The Big Lemon has put in a bid for funding to Innovate UK to explore the question of what community-based public transport looks like in the UK in 2030.
The aim of the funding is to “stimulate high-quality, human-centred design activities at the earliest stages of the innovation journey. These should identify opportunities and generate ideas for new products, services or business models that align with customer demand”.
We have a strong vision at The Big Lemon, that
by 2030 every community in the UK has access to affordable, sustainable transport, using zero-emissions vehicles powered by renewable energy and owned by the local community
We know that this has to become a reality, given the irrepressible desire of people to move around and the imperatives of climate science. To date we’ve met this challenge by developing a network of innovative bus services, owned by the community and powered by renewable energy.
But, given the rapid development of autonomous, low-carbon vehicles, new, digitally-driven on-demand transport options, not to mention a challenging outlook for publicly-funded services, we don’t believe that the traditional scheduled bus service can realise our vision any more than the inefficient, congestion-causing, financially-draining model of private car ownership can.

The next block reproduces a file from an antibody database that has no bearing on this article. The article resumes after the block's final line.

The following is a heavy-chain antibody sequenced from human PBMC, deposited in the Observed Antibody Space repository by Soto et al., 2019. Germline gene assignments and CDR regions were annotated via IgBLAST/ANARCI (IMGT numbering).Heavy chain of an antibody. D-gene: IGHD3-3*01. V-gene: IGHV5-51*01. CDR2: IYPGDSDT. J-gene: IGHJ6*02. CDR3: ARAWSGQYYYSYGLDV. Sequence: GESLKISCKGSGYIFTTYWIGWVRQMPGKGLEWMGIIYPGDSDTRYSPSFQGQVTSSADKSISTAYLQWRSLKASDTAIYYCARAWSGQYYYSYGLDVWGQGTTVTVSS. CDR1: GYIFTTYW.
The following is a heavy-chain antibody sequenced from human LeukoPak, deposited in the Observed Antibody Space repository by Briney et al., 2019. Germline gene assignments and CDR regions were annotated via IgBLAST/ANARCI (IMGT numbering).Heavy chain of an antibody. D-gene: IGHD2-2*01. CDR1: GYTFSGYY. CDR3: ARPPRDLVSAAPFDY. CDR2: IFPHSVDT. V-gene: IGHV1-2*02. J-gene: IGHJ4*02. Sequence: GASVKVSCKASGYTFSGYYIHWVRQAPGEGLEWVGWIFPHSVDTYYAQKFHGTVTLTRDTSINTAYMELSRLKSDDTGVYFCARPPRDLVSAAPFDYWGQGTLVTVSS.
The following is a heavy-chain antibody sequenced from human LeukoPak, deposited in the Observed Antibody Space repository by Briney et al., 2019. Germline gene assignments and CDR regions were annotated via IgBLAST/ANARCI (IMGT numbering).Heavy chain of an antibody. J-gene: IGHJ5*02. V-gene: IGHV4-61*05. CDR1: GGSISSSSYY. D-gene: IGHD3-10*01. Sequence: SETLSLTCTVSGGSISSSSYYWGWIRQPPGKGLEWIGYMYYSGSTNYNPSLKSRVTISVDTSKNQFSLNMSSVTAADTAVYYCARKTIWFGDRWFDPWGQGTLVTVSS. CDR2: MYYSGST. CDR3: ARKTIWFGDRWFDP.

Through user-centred design, we want to explore, co-create and test new service models with the travelling public, that we can roll-out nationwide to meet our vision – and the needs of the communities we serve. Working with User Experience experts We Are AFK, we are excited about moving beyond a bus company to an innovation leader in sustainable transport.
What do you think is the future? Share your comments below
2 thoughts on “What does community-based public transport look like in the UK in 2030?”
I wonder about small frequent electric buses in Lewes, going round the estates and into town, including evenings, and whether they could be sponsored by the businesses such as the cinema and pubs and restaurants that would benefit. They would have to be often and easily possible to know where they are as Brighton buses already are, and small because of narrow roads. I think there is a lot of unmet need in older people who live a mile or so out, and who either don’t drive or don’t want to because of the difficulty parking (and objecting to being a polluter!) I am contacting Lewes Living Streets as they have mentioned this too.
Thanks for getting in touch, we’d love to support other communities so that they can also have zero emission electric buses.
I’ll e-mail you to see how we can move this forward.